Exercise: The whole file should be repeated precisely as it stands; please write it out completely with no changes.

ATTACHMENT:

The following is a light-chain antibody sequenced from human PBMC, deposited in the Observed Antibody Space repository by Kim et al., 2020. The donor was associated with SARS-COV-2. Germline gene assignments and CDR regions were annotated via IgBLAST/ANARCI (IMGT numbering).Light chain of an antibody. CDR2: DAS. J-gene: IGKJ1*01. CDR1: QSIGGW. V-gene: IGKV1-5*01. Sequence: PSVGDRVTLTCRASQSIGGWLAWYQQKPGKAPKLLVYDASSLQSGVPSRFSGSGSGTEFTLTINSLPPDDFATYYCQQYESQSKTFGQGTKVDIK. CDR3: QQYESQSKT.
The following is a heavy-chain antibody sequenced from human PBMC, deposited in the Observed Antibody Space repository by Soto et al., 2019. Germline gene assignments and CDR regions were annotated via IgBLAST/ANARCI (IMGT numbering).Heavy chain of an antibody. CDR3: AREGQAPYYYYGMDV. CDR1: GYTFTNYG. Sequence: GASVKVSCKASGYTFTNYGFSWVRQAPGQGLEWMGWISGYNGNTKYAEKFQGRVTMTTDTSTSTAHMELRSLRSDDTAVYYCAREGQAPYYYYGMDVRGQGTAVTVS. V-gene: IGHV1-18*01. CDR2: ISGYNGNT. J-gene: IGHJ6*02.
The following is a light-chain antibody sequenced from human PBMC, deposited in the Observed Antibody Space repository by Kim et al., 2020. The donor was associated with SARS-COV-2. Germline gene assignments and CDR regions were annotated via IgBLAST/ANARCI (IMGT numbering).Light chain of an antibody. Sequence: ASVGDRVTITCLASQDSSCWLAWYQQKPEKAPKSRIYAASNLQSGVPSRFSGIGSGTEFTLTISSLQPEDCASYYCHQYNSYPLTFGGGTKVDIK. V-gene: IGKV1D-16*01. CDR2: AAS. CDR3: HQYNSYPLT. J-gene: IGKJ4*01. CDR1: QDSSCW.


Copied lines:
The following is a light-chain antibody sequenced from human PBMC, deposited in the Observed Antibody Space repository by Kim et al., 2020. The donor was associated with SARS-COV-2. Germline gene assignments and CDR regions were annotated via IgBLAST/ANARCI (IMGT numbering).Light chain of an antibody. CDR2: DAS. J-gene: IGKJ1*01. CDR1: QSIGGW. V-gene: IGKV1-5*01. Sequence: PSVGDRVTLTCRASQSIGGWLAWYQQKPGKAPKLLVYDASSLQSGVPSRFSGSGSGTEFTLTINSLPPDDFATYYCQQYESQSKTFGQGTKVDIK. CDR3: QQYESQSKT.
The following is a heavy-chain antibody sequenced from human PBMC, deposited in the Observed Antibody Space repository by Soto et al., 2019. Germline gene assignments and CDR regions were annotated via IgBLAST/ANARCI (IMGT numbering).Heavy chain of an antibody. CDR3: AREGQAPYYYYGMDV. CDR1: GYTFTNYG. Sequence: GASVKVSCKASGYTFTNYGFSWVRQAPGQGLEWMGWISGYNGNTKYAEKFQGRVTMTTDTSTSTAHMELRSLRSDDTAVYYCAREGQAPYYYYGMDVRGQGTAVTVS. V-gene: IGHV1-18*01. CDR2: ISGYNGNT. J-gene: IGHJ6*02.
The following is a light-chain antibody sequenced from human PBMC, deposited in the Observed Antibody Space repository by Kim et al., 2020. The donor was associated with SARS-COV-2. Germline gene assignments and CDR regions were annotated via IgBLAST/ANARCI (IMGT numbering).Light chain of an antibody. Sequence: ASVGDRVTITCLASQDSSCWLAWYQQKPEKAPKSRIYAASNLQSGVPSRFSGIGSGTEFTLTISSLQPEDCASYYCHQYNSYPLTFGGGTKVDIK. V-gene: IGKV1D-16*01. CDR2: AAS. CDR3: HQYNSYPLT. J-gene: IGKJ4*01. CDR1: QDSSCW.